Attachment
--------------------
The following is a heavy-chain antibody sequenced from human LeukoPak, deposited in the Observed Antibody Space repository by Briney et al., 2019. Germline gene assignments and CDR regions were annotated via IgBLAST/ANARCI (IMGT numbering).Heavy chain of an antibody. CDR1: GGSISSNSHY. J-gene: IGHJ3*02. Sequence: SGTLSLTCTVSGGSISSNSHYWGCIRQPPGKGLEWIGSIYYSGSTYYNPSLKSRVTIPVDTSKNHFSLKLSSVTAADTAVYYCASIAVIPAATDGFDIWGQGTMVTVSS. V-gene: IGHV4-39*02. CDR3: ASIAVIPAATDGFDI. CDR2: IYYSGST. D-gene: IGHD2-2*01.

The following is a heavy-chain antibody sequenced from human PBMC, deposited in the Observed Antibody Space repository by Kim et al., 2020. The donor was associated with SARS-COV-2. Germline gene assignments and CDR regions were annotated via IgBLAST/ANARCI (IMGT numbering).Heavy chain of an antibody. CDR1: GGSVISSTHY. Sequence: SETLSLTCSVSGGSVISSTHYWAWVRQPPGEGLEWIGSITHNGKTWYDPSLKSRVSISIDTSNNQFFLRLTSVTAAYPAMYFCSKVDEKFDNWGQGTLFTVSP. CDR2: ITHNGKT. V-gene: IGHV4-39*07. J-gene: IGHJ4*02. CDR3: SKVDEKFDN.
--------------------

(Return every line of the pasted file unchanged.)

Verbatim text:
The following is a heavy-chain antibody sequenced from human LeukoPak, deposited in the Observed Antibody Space repository by Briney et al., 2019. Germline gene assignments and CDR regions were annotated via IgBLAST/ANARCI (IMGT numbering).Heavy chain of an antibody. CDR1: GGSISSNSHY. J-gene: IGHJ3*02. Sequence: SGTLSLTCTVSGGSISSNSHYWGCIRQPPGKGLEWIGSIYYSGSTYYNPSLKSRVTIPVDTSKNHFSLKLSSVTAADTAVYYCASIAVIPAATDGFDIWGQGTMVTVSS. V-gene: IGHV4-39*02. CDR3: ASIAVIPAATDGFDI. CDR2: IYYSGST. D-gene: IGHD2-2*01.

The following is a heavy-chain antibody sequenced from human PBMC, deposited in the Observed Antibody Space repository by Kim et al., 2020. The donor was associated with SARS-COV-2. Germline gene assignments and CDR regions were annotated via IgBLAST/ANARCI (IMGT numbering).Heavy chain of an antibody. CDR1: GGSVISSTHY. Sequence: SETLSLTCSVSGGSVISSTHYWAWVRQPPGEGLEWIGSITHNGKTWYDPSLKSRVSISIDTSNNQFFLRLTSVTAAYPAMYFCSKVDEKFDNWGQGTLFTVSP. CDR2: ITHNGKT. V-gene: IGHV4-39*07. J-gene: IGHJ4*02. CDR3: SKVDEKFDN.